Dixit Dominus (Handel), Choral items by Ralph Manuel, Katherine Dienes-Williams, Halsey Stevens, Morten Lauridsen, Samuel Barber, and arrangements by Aaron Copland, Haflidi Hallgrimsson and Moses Hogan
Kapiti Chamber Choir (conductor Guy Jansen) with Lesley Graham, (soprano), Janey McKenzie (soprano), Linden Loader (contralto), James Adams (tenor), Roger Wilson (bass), Handel Chamber Orchestra, Peter Averi (organ), Phillip O’Malley (piano)
St. Paul’s Cathedral
Saturday, 24 July, 4pm
A concert with two distinct parts: first, choral music from the 18th century with orchestra and soloists; after a long interval in which most enjoyable mulled wine and nibbles were served while a small string ensemble played charming music by Matthew Locke, a choral recital followed with a variety of pieces, some of them unaccompanied.
Some of the excitement, and certainly the precision, of the orchestral introduction to the Handel work was lost in the over-resonant Cathedral acoustic. However, the choir worked hard at overcoming this handicap.
The first number, for chorus initially, involved complex counterpoint. Attack was good, and the dynamics were handled well (no pun intended). Then the soloists entered. Due to the acoustics, the lower register of both Lesley Graham’s and Linden Loader’s florid opening solo passages were lost. James Adams came across very well, since the tessitura of his voice was higher.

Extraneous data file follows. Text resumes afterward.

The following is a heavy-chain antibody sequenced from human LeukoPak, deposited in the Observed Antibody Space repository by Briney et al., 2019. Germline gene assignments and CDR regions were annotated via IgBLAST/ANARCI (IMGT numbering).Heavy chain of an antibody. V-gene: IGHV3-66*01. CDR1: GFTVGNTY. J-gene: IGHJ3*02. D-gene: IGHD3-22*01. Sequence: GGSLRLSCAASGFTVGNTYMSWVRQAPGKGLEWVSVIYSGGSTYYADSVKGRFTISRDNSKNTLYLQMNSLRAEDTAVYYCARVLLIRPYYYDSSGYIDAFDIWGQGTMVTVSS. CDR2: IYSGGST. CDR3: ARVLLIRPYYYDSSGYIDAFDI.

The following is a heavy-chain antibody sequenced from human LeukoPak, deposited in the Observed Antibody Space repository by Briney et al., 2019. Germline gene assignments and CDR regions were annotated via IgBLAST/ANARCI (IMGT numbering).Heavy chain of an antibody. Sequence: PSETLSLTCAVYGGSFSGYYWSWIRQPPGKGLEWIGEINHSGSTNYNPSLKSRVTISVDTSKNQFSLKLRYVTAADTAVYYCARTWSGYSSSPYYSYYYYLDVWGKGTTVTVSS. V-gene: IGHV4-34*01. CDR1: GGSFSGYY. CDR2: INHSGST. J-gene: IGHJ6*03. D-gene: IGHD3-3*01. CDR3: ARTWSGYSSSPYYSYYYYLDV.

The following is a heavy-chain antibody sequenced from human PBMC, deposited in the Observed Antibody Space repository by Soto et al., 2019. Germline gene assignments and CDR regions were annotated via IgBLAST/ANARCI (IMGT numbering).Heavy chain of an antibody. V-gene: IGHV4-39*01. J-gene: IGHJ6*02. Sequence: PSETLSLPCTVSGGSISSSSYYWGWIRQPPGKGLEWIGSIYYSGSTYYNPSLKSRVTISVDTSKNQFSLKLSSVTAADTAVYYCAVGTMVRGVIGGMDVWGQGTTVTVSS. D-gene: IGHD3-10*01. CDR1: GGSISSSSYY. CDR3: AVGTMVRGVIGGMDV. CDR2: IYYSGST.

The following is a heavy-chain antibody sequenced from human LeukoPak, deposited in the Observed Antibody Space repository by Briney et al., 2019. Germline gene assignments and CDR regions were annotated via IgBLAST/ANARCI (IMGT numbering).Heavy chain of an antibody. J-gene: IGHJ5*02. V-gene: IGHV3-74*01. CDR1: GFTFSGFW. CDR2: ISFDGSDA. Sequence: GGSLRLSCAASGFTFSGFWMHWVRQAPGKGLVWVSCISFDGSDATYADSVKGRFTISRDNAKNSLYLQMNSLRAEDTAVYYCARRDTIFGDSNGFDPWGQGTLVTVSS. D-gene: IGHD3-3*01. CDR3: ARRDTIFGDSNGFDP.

The solo for contralto which followed showed Linden Loader in fine voice, and the next, for soprano, gave rein to Janey MacKenzie’s beautifully clear soprano. She was precise, yet had a lovely carrying tone.
The orchestra, brought together for last year’s Messiah and again for this occasion, was a little shaky at times, but on the whole did well. The continuo playing of Janet Holborow (cello) and Peter Averi (organ) was excellent, especially considering the great distance between the two players. Perhaps obtaining the use of a chamber organ would have been worthwhile.
There were sprightly rhythms in the numbers for chorus, and plenty of weight, too. ‘Dominus a dextris’ particularly, featured bouncy rhythms, while the following ‘Judicabit’ at the word ‘conquassabit’ the syllables (and therefore the notes) became detached, giving quite a curious effect. Perhaps it was word-painting, the words (in translation) being ‘…he shall fill the places with the dead bodies: and smite in sunder the heads over diverse countries.’ The more covered tone in this number was most appropriate to the words.
The men’s chorus was splendid in ‘De torrente’, their pianissimos truly hushed yet sonorous. The soprano soloists began with a only a few strings playing; this was most effective.
The extended fugal Gloria chorus at the end was executed confidently, although some singers are reluctant to favour the conductor with a glance. Both here and in the second half, some of the soloists joined the choir for the chorus.
Handel wrote the work while in Italy in 1707; there is no record of a first performance. Perhaps it was first performed in a large Italian church with similar acoustics to St Paul’s? For my taste, the Dixit Dominus was the wrong music for the building. Admittedly, it was about the right size, with a near-capacity audience.